Using a pasta machine to soften clay is an enjoyable hands-on experience for students. It requires your whole upper body to get that clay workable! But, the most fun part of this can be color mixing.
To introduce or reinforce color mixing, have students start with two small pieces of polymer clay in different colors. Then, have them squish the colors together and run them through the machine. Kids are wowed by the initial marbleized effect, but after running that same clay through multiple times, you get a color mix in a way that is similar to paint. Challenge your students to produce their own colors for the project, or think outside the box toward a three-dimensional mini-color wheel.
If you don’t have a pasta machine and your clay is soft, students can also squish the colors in their hands until they mix.
Young students often struggle to understand that intricate drawings can be built from simple shapes. Working with polymer is a very hands-on way of demonstrating this concept. If you ask your students to create a simple animal, they will have to use a variety of spheres, cylinders, and other basic shapes to do so. After creating the creature out of clay, have them draw it again with the shapes as a starting point.
Caning is a trendy polymer technique on Pinterest, but it also has some interesting historical ties to the Venetian glass tradition of Italy. Millefiori (which is Italian for thousands of flowers) is a beautiful glass-making tradition using a similar process.
In the polymer version of Millefiori, canes of clay are produced when students roll long snakes of polymer and stack them to create an image or design. This larger, composite piece of clay is rolled and stretched to combine the clay. When it is the desired diameter, it is sliced into discs. Discs can be used to make jewelry, decorate pens, or even create a whole bowl. They can also be used with any mold that will withstand low-temperature baking in a toaster oven. (Think: pressing clay around glass bottles or bowls)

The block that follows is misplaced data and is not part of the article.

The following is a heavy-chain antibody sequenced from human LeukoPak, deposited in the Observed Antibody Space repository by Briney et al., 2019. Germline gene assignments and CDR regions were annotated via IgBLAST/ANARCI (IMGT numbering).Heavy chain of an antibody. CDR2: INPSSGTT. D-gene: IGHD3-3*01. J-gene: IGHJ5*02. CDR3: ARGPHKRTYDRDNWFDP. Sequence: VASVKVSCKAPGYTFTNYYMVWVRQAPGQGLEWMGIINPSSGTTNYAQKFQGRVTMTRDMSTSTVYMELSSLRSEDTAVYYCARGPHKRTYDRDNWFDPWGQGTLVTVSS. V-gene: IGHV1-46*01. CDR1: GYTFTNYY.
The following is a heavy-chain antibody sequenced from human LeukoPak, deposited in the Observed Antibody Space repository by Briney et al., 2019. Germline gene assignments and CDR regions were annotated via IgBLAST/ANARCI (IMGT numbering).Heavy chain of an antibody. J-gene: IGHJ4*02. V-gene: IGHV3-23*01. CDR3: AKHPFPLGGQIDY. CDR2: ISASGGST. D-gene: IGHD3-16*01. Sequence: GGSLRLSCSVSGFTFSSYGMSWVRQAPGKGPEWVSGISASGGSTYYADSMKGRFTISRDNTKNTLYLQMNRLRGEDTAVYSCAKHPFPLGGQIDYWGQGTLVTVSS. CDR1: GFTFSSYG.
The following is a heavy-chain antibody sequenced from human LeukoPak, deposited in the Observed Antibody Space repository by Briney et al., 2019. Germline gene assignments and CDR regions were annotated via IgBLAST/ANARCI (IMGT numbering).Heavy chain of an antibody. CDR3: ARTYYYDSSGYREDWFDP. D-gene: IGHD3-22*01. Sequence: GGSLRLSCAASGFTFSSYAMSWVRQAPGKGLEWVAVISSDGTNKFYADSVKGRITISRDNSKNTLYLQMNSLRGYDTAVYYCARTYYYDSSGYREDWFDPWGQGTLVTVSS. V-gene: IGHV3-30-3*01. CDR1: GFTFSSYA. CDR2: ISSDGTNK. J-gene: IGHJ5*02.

My students particularly love creating Millefiori pens. Simply remove the ink cartridge from inexpensive pens, press the Millefiori disks onto the plastic, bake, and then replace the cartridge.
Since caning produces multiples of the same image, it lends itself to collaborative work. If each student creates a cane, they can trade and share slices of their artwork with classmates to produce a larger whole.
Finally, many art teachers teach Claymation as a stop-motion animation lesson. It is easy to use modeling clay or Play-Doh for such a project because of the cost. BUT these units/lessons are typically pretty long, and result in just a digital file as the artifact for the students. One creative idea is to reduce the size of the figures and use polymer clay instead. When the movie filming process concludes, bake the characters to produce action figures for each student who participated in the project. You could even expand the lesson to include packaging design and have kids develop boxes for their new polymer toys.
The possibilities with polymer are almost endless. Since this material is so forgiving and requires tools and resources most kids have access to at home, you can expect more than a handful of your young artists to feel inspired to seek out the clay on their own and start producing polymer artworks at home. Any time the artmaking process naturally extends outside the school day, you know you have authentically inspired your young artists and discovered a winning lesson!
What project ideas do you have for using polymer clay?
What are your favorite YouTube tutorials for polymer clay?
Magazine articles and podcasts are opinions of professional education contributors and do not necessarily represent the position of the Art of Education University (AOEU) or its academic offerings. Contributors use terms in the way they are most often talked about in the scope of their educational experiences.